In consumer markets, this availability and immediacy of data make life difficult for traditional companies because speaking generally, they’re not well equipped to interpret and act on this data – especially to act quickly.
A regular person can now launch and grow a global business within hours, all from the comfort of their home, something that would have been impossible just two decades ago.
New companies spring up overnight and are armed with a wealth of data from new types of devices, can do old things in a completely new way, and critically, they don’t carry the same baggage in the form of legacy systems, organisational structures, and mindsets, that traditional businesses carry.
The Story So Far
The tremendous changes we’ve experienced over the past two decades has led us to a mixed world of digital natives and digital immigrants. Technology continues to drive service innovation, which in-turn disrupts and dis-intermediates our traditional business models. The pace of technological change is increasing, customer awareness is increasing, and competition is increasing with every innovation that emerges. The digital natives of today will become digital immigrants within a very short period.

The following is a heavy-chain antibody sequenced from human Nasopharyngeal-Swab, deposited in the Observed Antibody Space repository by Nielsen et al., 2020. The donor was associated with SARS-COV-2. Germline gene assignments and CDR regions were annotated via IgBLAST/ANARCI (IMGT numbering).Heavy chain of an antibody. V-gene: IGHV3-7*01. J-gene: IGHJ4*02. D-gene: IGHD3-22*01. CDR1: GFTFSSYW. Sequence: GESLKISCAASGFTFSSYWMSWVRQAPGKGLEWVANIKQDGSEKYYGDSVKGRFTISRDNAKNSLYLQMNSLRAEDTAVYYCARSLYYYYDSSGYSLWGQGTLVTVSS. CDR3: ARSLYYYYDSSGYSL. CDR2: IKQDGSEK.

In the digital world, the user experience is a success or failure issue at a business level, not at a product level.
The digital revolution has transformed the way consumers think about, and buy, brands. Business marketing and advertising are no longer about one-way discussions, and consumers are better informed and better connected than ever before. All businesses need a deep understanding of their target consumers, and to understand how they journey from recognising a product need, through brand and vendor selection, to purchase and beyond.